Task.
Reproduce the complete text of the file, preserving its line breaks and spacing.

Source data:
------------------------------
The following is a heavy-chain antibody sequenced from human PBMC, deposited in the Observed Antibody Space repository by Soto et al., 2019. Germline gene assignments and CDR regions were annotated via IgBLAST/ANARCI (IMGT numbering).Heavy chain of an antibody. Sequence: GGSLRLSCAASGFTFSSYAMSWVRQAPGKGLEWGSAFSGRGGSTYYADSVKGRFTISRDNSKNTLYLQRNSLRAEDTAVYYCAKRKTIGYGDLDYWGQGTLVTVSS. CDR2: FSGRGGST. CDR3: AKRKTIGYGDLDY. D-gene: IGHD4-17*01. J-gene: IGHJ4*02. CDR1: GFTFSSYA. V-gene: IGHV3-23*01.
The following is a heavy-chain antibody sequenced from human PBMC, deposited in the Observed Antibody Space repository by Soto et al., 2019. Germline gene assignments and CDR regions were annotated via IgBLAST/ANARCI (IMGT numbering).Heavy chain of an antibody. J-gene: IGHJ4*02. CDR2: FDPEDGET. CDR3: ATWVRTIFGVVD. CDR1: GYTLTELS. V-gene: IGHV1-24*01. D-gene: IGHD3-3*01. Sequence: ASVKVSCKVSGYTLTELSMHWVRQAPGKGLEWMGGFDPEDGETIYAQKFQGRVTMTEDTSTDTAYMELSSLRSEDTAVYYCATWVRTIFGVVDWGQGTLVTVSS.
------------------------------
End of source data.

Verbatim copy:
The following is a heavy-chain antibody sequenced from human PBMC, deposited in the Observed Antibody Space repository by Soto et al., 2019. Germline gene assignments and CDR regions were annotated via IgBLAST/ANARCI (IMGT numbering).Heavy chain of an antibody. Sequence: GGSLRLSCAASGFTFSSYAMSWVRQAPGKGLEWGSAFSGRGGSTYYADSVKGRFTISRDNSKNTLYLQRNSLRAEDTAVYYCAKRKTIGYGDLDYWGQGTLVTVSS. CDR2: FSGRGGST. CDR3: AKRKTIGYGDLDY. D-gene: IGHD4-17*01. J-gene: IGHJ4*02. CDR1: GFTFSSYA. V-gene: IGHV3-23*01.
The following is a heavy-chain antibody sequenced from human PBMC, deposited in the Observed Antibody Space repository by Soto et al., 2019. Germline gene assignments and CDR regions were annotated via IgBLAST/ANARCI (IMGT numbering).Heavy chain of an antibody. J-gene: IGHJ4*02. CDR2: FDPEDGET. CDR3: ATWVRTIFGVVD. CDR1: GYTLTELS. V-gene: IGHV1-24*01. D-gene: IGHD3-3*01. Sequence: ASVKVSCKVSGYTLTELSMHWVRQAPGKGLEWMGGFDPEDGETIYAQKFQGRVTMTEDTSTDTAYMELSSLRSEDTAVYYCATWVRTIFGVVDWGQGTLVTVSS.